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The Transformative Justice Coalition is a nonpartisan, 501(c)(3) nonprofit organization, formed in 2015 by Renowned Civil Rights Leader Barbara R. Arnwine.

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The Transformer Newsletter

2020 #VRABlackHistory

February 1, 2020- Sojourner Truth (1797-1883) #VRABlackHistory

In honor of Black History Month, all month long we will be sharing the legacies and stories of the heroes, sheroes, and events in the fight for Black suffrage on social media under the hashtag #VRABlackHistory. Follow us on Twitter (@VRAmatters) to share your own facts.

February, 2 2020 – Mary Ann Shadd Cary (1823-1893) #VRABlackHistory

For the 4th year in a row, the Transformative Justice Coalition and the Voting Rights Alliance, in honor of Black History Month, is reprinting its #VRABlackHistory series (originally created in 2017; all articles updated in 2018; all graphics updated in 2020). In addition to 10 NEW articles this year, the series will also start off its first 7 days with stories of Black women involved in the Women’s Suffrage Movement in honor of the 100th Year Anniversary of the 19th Amendment. Join us all month long as we share the legacies and stories of the sheroes, heroes, and events in the fight for Black suffrage on social media under the hashtag #VRABlackHistory. Follow us on Twitter (@VRAmatters) to share your own facts. This series is authored by Caitlyn Cobb.

February 3, 2020- Ida B. Wells-Barnett (1862-1931)

For the 4th year in a row, the Transformative Justice Coalition and the Voting Rights Alliance, in honor of Black History Month, is reprinting its #VRABlackHistory series (originally created in 2017; all articles updated in 2018; all graphics updated in 2020). In addition to 10 NEW articles this year, the series will also start off its first 7 days with stories of Black women involved in the Women’s Suffrage Movement in honor of the 100th Year Anniversary of the 19th Amendment. Join us all month long as we share the legacies and stories of the sheroes, heroes, and events in the fight for Black suffrage on social media under the hashtag #VRABlackHistory. Follow us on Twitter (@VRAmatters) to share your own facts..

February 4, 2020- Anna A. Clemons (1920) #VRABlackHistory

For the 4th year in a row, the Transformative Justice Coalition and the Voting Rights Alliance, in honor of Black History Month, are publishing a daily special series devoted to sharing the legacies and stories of the sheroes, heroes, and events in the fight for Black suffrage. This series incorporates social media posts; daily newsletters; an interactive calendar; and, website blog posts to spread the word broadly. In addition to 10 NEW articles this year, the series is starting off its first 7 days with stories of Black women involved in the Women’s Suffrage Movement in honor of the 100th Year Anniversary of the 19th Amendment, even to though many African American women were not able to vote until the passage of the Voting Rights Act of 1965.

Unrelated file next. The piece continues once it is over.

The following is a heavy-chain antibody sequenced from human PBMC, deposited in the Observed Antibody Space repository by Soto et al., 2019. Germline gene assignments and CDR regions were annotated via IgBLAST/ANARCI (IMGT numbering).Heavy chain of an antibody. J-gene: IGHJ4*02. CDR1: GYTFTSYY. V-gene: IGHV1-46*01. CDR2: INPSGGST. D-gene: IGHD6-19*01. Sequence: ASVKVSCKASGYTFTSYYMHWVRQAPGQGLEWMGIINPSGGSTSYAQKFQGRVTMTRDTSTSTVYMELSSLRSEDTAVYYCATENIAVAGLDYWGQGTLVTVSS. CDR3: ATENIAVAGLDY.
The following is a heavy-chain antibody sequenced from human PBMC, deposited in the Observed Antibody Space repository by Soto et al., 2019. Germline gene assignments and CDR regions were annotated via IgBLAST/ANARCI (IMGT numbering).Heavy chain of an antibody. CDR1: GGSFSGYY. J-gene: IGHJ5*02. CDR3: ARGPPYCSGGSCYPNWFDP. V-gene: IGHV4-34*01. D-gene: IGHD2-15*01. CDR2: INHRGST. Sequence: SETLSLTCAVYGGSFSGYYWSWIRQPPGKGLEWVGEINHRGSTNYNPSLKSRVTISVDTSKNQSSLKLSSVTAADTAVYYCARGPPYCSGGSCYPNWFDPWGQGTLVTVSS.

We encourage everyone to share this series to your networks and on social media under the hashtag #VRABlackHistory. You can also tweet us @VRAmatters to share your own facts. Others can sign up for the daily articles at VotingRightsAlliance.org.

You don’t know the story of today’s honoree. Today we honor Anna A. Clemons, who wrote the National Woman?s Party in 1920 about the disenfranchisement of women of color after ratification of the 19th Amendment. Nothing was done about her concerns.

Anna’s story illuminates the serious failing of the Women’s Suffrage Movement to include Black women; Anna’s story highlights an example of the erasure of Black women from the Women’s Suffrage Movement.

February 6, 2020- Mary Eliza Church Terrell (1863-1954) #VRABlackHistory

For the 4th year in a row, the Transformative Justice Coalition and the Voting Rights Alliance, in honor of Black History Month, are publishing a daily special series devoted to sharing the legacies and stories of the sheroes, heroes, and events in the fight for Black suffrage. This series incorporates social media posts; daily newsletters; an interactive calendar; and, website blog posts to spread the word broadly. In addition to 10 NEW articles this year, the series is starting off its first 7 days with stories of Black women involved in the Women’s Suffrage Movement in honor of the 100th Year Anniversary of the 19th Amendment, even to though many African American women were not able to vote until the passage of the Voting Rights Act of 1965.

We encourage everyone to share this series to your networks and on social media under the hashtag #VRABlackHistory. You can also tweet us @VRAmatters to share your own facts.

Today we honor Mary Eliza Church Terrell. Mary was a strong advocate for Black woman suffrage, often highlighting the struggles that Black women had to go through that White women didn’t. Mary did a lot in her life, but her main focus was voting rights, as she recognized and said that she “belonged ‘to the only group in this country that has two obstacles to surmount, both sex and race.’”

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Dianne Wilkerson
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